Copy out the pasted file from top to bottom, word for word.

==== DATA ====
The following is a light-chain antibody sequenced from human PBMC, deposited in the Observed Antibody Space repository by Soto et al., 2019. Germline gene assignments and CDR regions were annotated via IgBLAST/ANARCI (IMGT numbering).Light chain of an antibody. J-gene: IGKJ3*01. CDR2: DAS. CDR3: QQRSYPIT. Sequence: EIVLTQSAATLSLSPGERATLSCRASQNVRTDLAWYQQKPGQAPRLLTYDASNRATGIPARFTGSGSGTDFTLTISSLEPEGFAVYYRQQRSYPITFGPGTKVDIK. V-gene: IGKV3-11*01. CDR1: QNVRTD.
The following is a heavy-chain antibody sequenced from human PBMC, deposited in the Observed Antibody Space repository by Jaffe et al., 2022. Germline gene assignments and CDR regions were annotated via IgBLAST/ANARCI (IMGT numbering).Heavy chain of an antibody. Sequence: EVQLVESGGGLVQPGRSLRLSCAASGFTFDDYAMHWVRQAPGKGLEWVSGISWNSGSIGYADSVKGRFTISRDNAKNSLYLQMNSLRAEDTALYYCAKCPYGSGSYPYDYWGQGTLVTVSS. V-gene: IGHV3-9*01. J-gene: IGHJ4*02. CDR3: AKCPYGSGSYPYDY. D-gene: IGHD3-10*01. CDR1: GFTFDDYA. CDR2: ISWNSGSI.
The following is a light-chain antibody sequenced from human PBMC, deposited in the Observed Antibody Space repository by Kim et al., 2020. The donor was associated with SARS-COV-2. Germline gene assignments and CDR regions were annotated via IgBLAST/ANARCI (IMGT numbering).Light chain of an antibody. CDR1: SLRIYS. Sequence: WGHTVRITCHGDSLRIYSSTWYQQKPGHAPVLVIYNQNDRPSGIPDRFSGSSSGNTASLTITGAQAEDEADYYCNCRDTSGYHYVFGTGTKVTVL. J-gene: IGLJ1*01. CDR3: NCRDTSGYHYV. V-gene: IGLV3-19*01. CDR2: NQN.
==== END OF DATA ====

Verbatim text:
The following is a light-chain antibody sequenced from human PBMC, deposited in the Observed Antibody Space repository by Soto et al., 2019. Germline gene assignments and CDR regions were annotated via IgBLAST/ANARCI (IMGT numbering).Light chain of an antibody. J-gene: IGKJ3*01. CDR2: DAS. CDR3: QQRSYPIT. Sequence: EIVLTQSAATLSLSPGERATLSCRASQNVRTDLAWYQQKPGQAPRLLTYDASNRATGIPARFTGSGSGTDFTLTISSLEPEGFAVYYRQQRSYPITFGPGTKVDIK. V-gene: IGKV3-11*01. CDR1: QNVRTD.
The following is a heavy-chain antibody sequenced from human PBMC, deposited in the Observed Antibody Space repository by Jaffe et al., 2022. Germline gene assignments and CDR regions were annotated via IgBLAST/ANARCI (IMGT numbering).Heavy chain of an antibody. Sequence: EVQLVESGGGLVQPGRSLRLSCAASGFTFDDYAMHWVRQAPGKGLEWVSGISWNSGSIGYADSVKGRFTISRDNAKNSLYLQMNSLRAEDTALYYCAKCPYGSGSYPYDYWGQGTLVTVSS. V-gene: IGHV3-9*01. J-gene: IGHJ4*02. CDR3: AKCPYGSGSYPYDY. D-gene: IGHD3-10*01. CDR1: GFTFDDYA. CDR2: ISWNSGSI.
The following is a light-chain antibody sequenced from human PBMC, deposited in the Observed Antibody Space repository by Kim et al., 2020. The donor was associated with SARS-COV-2. Germline gene assignments and CDR regions were annotated via IgBLAST/ANARCI (IMGT numbering).Light chain of an antibody. CDR1: SLRIYS. Sequence: WGHTVRITCHGDSLRIYSSTWYQQKPGHAPVLVIYNQNDRPSGIPDRFSGSSSGNTASLTITGAQAEDEADYYCNCRDTSGYHYVFGTGTKVTVL. J-gene: IGLJ1*01. CDR3: NCRDTSGYHYV. V-gene: IGLV3-19*01. CDR2: NQN.